My 80’s Non-Stop Oldies

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Recently, I was part of a discussion about radio stations playing 80’s music (quelle surprise!). The conversation soon got round to Sara Cox’s “Sounds of The 80s” show, which airs on Radio 2 every Saturday evening. I was reminded of the show’s launch, back in October 2013.

Ahead of the show’s debut, I was asked to prepare a playlist of my favourite Eighties’ tracks, to be played on Steve Wright’s show, during the Non-Stop Oldies feature, the day before Sara’s first show. I was to choose at least 15 tracks, although less than half of the songs would be played in the half hour time slot – oh, the pressure!

Days of deliberation resulted in a playlist I loved, and which I felt best encompassed my favourite decade – a delicate mix of pop, excess, camp and class! On the day of the show, I eagerly awaited to hear which of my tracks had been chosen. I wasn’t disappointed. It was fantastic to hear some of my favourite 80’s music being played again on national radio. A couple of tracks were omitted, which I would have liked to have heard: The Kane Gang’s “Closest Thing To Heaven” and Big Sound Authority’s “This House”, but I still enjoyed the selection. For anyone who missed it first time round, I have finally managed to upload a recording I made of the broadcast:

Apologies for the abrupt beginning and ending – my editing skills remain firmly in the Eighties, taping off the radio with my cassette recorder!

My 80’s Non-Stop Oldies:

Party Fears Two – Associates

War Baby – Tom Robinson

Come Dancing – The Kinks

My Favourite Waste of Time – Owen Paul

New England – Kirsty MacColl

Calling Your Name – Marilyn

The Bitterest Pill – The Jam

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Sunny’s Sad Story

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Many songs in the Eighties carried a message or told a story, even if it wasn’t immediately obvious or fitting to the music. Nik Kershaw’s “I Won’t Let The Sun Go Down On Me” was about the threat of nuclear war, although you could be forgiven for not making a connection between the subject matter and its synth pop accompaniment. In some cases, the meaning of a song’s lyrics has only become apparent years later. As I was only 9 years old when The Vapors released “Turning Japanese” in 1980, it was at least a decade before I came to realise the alleged story behind the song!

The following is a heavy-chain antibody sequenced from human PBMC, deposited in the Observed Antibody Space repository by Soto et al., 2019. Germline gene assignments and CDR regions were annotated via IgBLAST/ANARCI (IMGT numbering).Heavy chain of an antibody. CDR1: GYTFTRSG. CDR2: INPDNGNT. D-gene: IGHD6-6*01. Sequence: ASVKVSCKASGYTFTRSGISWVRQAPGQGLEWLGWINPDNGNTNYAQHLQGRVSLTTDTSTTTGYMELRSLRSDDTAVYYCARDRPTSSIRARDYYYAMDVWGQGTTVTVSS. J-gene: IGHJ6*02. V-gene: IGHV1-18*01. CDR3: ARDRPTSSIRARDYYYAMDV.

The Seventies saw a lyrical dearth, which only ended with the advent of Punk, but the Sixties set the bar for storytelling lyrics. That is one of the reasons I love listening to Radio 2’s “Sounds of the Sixties” show, on a Saturday morning.

Last week, as Brian Matthew introduced the track “Sunny” by Bobby Hebb, he relayed the sad tale of how the song had come to be written. Harold “Hal” Hebb, Bobby’s older brother by six years, had been murdered in a mugging 48 hours prior to writing it, the song being an outpouring of Bobby’s grief.

Listening to the song, knowing the circumstances in which it had been created, was like hearing a brand new song, both in the lyrics and in the emotion of the vocal. What do you think?

PopMaster and Paul Young

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One of the simple pleasures in my life is listening to Popmaster on Ken Bruce’s Radio 2 show. Having listened to the quiz for a few years, I woke up one Thursday morning last year and thought I would give it a go. I have heard stories of listeners trying for years to get on the show, so you can imagine my surprise when my call was answered first time. Even more amazing was answering the qualifying questions correctly, then receiving a call shortly afterwards, to say that I would be contestant number two!

I was fortunate that the questions fell right for me and, with 27 points, I beat my opponent. Next, I had to face the dreaded “3 in 10”. As anyone who has ever listened to Popmaster knows, naming three hit singles, by a particular artist, in ten seconds is no mean feat. Often, the first two roll off the tongue, but the elusive thir60430_10200443890851413_1250397547_nd title remains unspoken. Luckily, I had to name three hit singles by Paul Young. A fan of his since “Wherever I Lay My Hat” charted in 1983, I named that track, “Love Of The Common People” and my favourite song of his, “I’m Gonna Tear Your Playhouse Down”. The digital radio was mine!

This post gives me the opportunity to share the montage of photos I took a when Paul Young played at an Eighties’ weekend in 2010, set to my favourite (and winning!) track:

Party Fears 2 – Associates

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Last October, as a forerunner to the launch of Sara Cox’s “Sounds of the 80s” show on Radio 2 the following day, my choice of Eighties’ tracks were used on Steve Wright’s “Non-Stop Oldies”. Featuring the inimitable voice of Billy Mackenzie, this was my opening track…